It's going to come as a huge surprise to The Recording Industry that ownership of a master recording doesn't give them the right to make copies and sell them.  And it will undoubtedly come as welcome news to the heirs of all of those musicians (including nearly all the greats of jazz and blues) who were deprived of just compensation for their work....

In other news:  Hell to freeze over tomorrow...


Manuel Brug at Die Welt reviews the new production of Lohengrin by Hans Neuenfels at Bayreuth (auf Deutsch).  This is the "rat-infested" production to which we recently referred (via Alex Ross).  The headline of the review describes the event as "brilliant" ("fulminant"):  "Neuenfels' tierischer 'Lohengrin' begeistert Bayreuth: Mit der ersten Neuinszenierung ihrer Intendanz gelingt Katharina Wagner und Eva Wagner-Pasquier ein fulminanter Start."

The review will be an excellent vocabulary-builder for those of my readers who aren't native German speakers.  I added over 30 new words (I won't tell you which ones) to my German flashcard file.  Michael Lorenz will be pleased to note that the review uses the correct "old" spelling "Quentchen."

The rats, by the way, are the chorus of the Bayreuth Festpiele.  I won't try to summarize the review; suffice it to say that Brug was bowled over.  The review includes three photo galleries (but only one photo that includes one of the rats) and a "timeline" of the Bayreuth Festspiele, "Die Festspiele in Daten," which is quite enlightening.

I was also struck by the following paragraph, which is like a capsule history of German "Regietheater" as it has been applied to (some would say "inflicted upon") opera in the past few decades:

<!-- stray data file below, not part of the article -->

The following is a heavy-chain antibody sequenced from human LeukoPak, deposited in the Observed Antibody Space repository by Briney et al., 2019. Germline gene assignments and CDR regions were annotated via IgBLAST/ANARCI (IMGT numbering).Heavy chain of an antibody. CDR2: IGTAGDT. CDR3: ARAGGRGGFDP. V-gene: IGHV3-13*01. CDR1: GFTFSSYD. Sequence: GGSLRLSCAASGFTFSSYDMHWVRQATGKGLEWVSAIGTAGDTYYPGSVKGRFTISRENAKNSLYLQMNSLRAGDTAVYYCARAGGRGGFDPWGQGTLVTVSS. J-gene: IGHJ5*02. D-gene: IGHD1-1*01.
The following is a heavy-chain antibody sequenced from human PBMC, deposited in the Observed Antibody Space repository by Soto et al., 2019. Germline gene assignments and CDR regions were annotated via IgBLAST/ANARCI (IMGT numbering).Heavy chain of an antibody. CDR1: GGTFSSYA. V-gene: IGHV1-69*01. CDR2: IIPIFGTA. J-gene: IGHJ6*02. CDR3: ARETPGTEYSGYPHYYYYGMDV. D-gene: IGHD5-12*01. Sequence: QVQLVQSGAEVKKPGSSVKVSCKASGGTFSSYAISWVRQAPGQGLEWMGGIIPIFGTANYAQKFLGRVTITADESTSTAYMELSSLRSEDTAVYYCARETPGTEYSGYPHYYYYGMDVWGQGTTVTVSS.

Der vorletzte Bayreuther „Lohengrin“ von Filmregisseur Werner Herzog genügte sich in verzopft-vernebelten Theaterromantik mit naiven Caspar-David-Friedrich-Tableaux. Die letzte Hügel-Interpretation von Keith Warner bebilderte mehr, als dass sie erklärte. Von den jüngeren Deutungen des säbelrasselnden Stücks blieb Peter Konwitschny in Hamburg in Erinnerung. Er verlegte den „Lohengrin“ in ein wilhelminisches Klassenzimmer. Anselm Weber ließ ihn in Frankfurt im Kino spielen, und Stefan Herheim verkleinerte ihn an der Berliner Staatsoper als historistisches Marionettenkabarett.
[Sorry I haven't got the time to translate this for you. Unfortunately, Google Translate had some difficulty with this passage:
"The penultimate Bayreuth Lohengrin "by film director Werner Herzog was enough in verzopft-atomized Theater naive romance with Caspar David Friedrich-tableaux. The last hill-interpretation of Keith Warner illustrated more than they said. Of the more recent interpretations of the saber-rattling piece was Peter Konwitschny in Hamburg in memory. He transferred the "Lohengrin" in an American classroom Wilhelmine. Anselm Weber in Frankfurt had him play in the movies, and Stefan Herheim reduced him to the Berlin State Opera as historicist puppet cabaret."
This is rather more difficult to understand than the original German...even if you don't know German.]

And the "begeistert" in the headline?  As Brug describes the reception:
Mit diesem hinreißenden „Lohengrin“, der ersten Premiere der neuen Intendantinnen Katharina Wagner und Eva Wagner-Pasquier (die das Inszenierungsteam beim langen, temperamentgeladenen Buhregen wie Beifallsgewoge schirmten), kann es auftrumpfen.
Well, I guess that's one way of showing your Begeisterung...

("Buhregen" can be translated as "shower of 'boos'.")